Each one kicks off with the band tuning up to and noodling along with the familiar strains of perennial opener, Stravinsky’s Firebird Suite, then we’re off. Howe’s guitar and Rick Wakeman’s keys square off against each other in your left and right ears respectively, Chris Squire and Alan White hold the centre and bottom while Jon Anderson’s ethereal Lancastrian tones soar high above them. Although this box might well have been conceived partly in tribute to Squire, who was entering the final few months of his life when it came out, the bass throughout is subdued by his sublime standards… not exactly the old Motown cliche of being most effective when you don’t hear it, but with nothing like its thunderous range and presence on other recordings (even Yesshows showcases him to better effect than this.) The booklet suggests that Squire is here still concentrating on locking with White and leading him through the complexities of parts devised by Bill Buford before he decamped to King Crimson on the eve of Yes’s summer ’72 tour.


This review posted a year after we lost him. R.I.P.

What it boils down to is that these gigs are all about the interplay and competition between maestros Howe and Wakeman, with Howe emerging a clear winner. While Wakeman’s keyboard workouts are undoubtedly virtuosic, he doesn’t vary the formula much from gig to gig while Howe rings the changes constantly, making it up as he goes in a joyous eruption of spontaneity. In a much mocked radio broadcast, Tommy Vance once observed that Steve Miller could “make his guitar recite Ohms Law if he wanted t0” but Howe genuinely gives the impression here that he can pluck whatever he wants from his fretboard, at the precise moment it occurs to him to do so. Is he inspiring the rest of the band onwards and upwards with these serene flights of musical fancy or taking advantage of the rock solid foundation they’re laying down for him? Whichever, it’s noticeable that the two nights when Howe’s improvisational inclinations are taking him down some dead ends are the ones (Greensboro and Knoxville) where the band as a whole aren’t quite hitting it.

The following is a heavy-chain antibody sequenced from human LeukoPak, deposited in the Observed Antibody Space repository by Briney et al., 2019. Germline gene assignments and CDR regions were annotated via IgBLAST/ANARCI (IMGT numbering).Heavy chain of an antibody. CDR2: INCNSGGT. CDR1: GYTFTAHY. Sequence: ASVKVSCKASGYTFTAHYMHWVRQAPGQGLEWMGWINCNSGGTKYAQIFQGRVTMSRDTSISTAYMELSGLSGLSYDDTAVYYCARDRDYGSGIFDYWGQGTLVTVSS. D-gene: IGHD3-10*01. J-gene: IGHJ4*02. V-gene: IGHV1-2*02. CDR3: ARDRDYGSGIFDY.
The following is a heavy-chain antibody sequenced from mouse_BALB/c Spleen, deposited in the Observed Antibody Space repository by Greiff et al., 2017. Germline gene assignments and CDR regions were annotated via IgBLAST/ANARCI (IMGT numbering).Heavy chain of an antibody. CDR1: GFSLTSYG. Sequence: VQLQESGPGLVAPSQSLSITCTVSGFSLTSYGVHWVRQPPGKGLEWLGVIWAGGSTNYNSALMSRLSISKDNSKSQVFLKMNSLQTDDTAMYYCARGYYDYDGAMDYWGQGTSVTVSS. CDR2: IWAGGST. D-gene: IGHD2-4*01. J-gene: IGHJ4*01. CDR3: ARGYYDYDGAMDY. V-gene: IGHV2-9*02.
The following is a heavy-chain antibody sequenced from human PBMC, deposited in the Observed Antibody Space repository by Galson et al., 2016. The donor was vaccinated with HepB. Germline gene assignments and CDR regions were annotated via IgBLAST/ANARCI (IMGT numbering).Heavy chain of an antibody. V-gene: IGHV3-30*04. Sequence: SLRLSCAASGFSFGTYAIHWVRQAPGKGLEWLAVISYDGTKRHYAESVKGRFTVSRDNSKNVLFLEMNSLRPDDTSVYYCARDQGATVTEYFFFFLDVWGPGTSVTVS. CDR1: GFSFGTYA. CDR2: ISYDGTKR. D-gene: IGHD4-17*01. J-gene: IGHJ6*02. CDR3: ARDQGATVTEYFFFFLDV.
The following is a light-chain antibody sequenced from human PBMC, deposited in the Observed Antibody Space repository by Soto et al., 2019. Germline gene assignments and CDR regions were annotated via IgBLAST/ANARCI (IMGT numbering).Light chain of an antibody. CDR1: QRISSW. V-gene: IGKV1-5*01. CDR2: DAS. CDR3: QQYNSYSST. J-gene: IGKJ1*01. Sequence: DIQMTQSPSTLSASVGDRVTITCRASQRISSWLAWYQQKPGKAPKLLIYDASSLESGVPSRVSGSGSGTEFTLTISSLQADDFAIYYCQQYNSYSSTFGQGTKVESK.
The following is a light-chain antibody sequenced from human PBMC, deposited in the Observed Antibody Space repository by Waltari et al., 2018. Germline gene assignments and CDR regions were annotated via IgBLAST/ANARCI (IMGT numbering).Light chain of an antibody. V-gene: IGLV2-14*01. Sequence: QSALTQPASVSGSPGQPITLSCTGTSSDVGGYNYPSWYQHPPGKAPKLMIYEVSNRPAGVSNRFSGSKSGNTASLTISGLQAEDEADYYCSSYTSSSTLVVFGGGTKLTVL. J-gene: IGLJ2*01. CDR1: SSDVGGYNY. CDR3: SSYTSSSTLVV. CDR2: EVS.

Despite the ups and downs that would be inevitable for any band over seven nights, this is overwhelmingly excellent stuff and a week spent getting your head round it would be a very well spent week indeed. Who’d have thought that we’d ever get the chance to listen to such a run of classic Yes gigs in this pristine form… certainly not Jon Anderson, who otherwise might have varied his “ad libs” a bit (though in Athens a spot of anti-Burger King rhetoric joins the familiar rap about protest songs which prefaces each performance of And You And I.)  Anderson announces in Ottawa that he’s about to leave the stage and “change me trousers” to distract the audience during the regular awkward gap that accompanies Howe tuning up for his solo acoustic spot (easy to see why Peter Gabriel started improvising his macabre Jackanories during similar longueurs during Genesis gigs.)

b2b33ffdacb72cb622cca5d9f92e55fc.jpgOther things to listen out for and enjoy… the awed “Woah!” from each crowd as a mirror ball is deployed to shower them with light at the commencement of every Close To The Edge (a still recent addition to the set that has attained monumental proportions by Durham)… somebody in Toronto shouting “Not bad!” (“Not ‘alf, mate!”) and, later in that gig, Wakeman’s unplanned duet with Chuck Mangione as a radio broadcast invades the P.A. in a moment that was obviously inspirational to the makers of Spinal Tap… some refugee from The Boys Own Paper shouting “Hurrah” when Anderson announces CTTE in Ottawa… Wakeman getting higher and higher in the mix as the Knoxville show proceeds (sorry, progresses)… and the band defying microphone malfunctions that repeatedly threaten to derail Uniondale before a slowburn slide into a barnstorming YIND that closes the tour on an appropriately ecstatic high.

The best (sez who?) renditions of each track have been assembled on a 2 disc sampler, Progeny: Highlights From Seventy-Two but who among you would settle for that? Bloody lightweights…


Categories: Box Sets | 2 Comments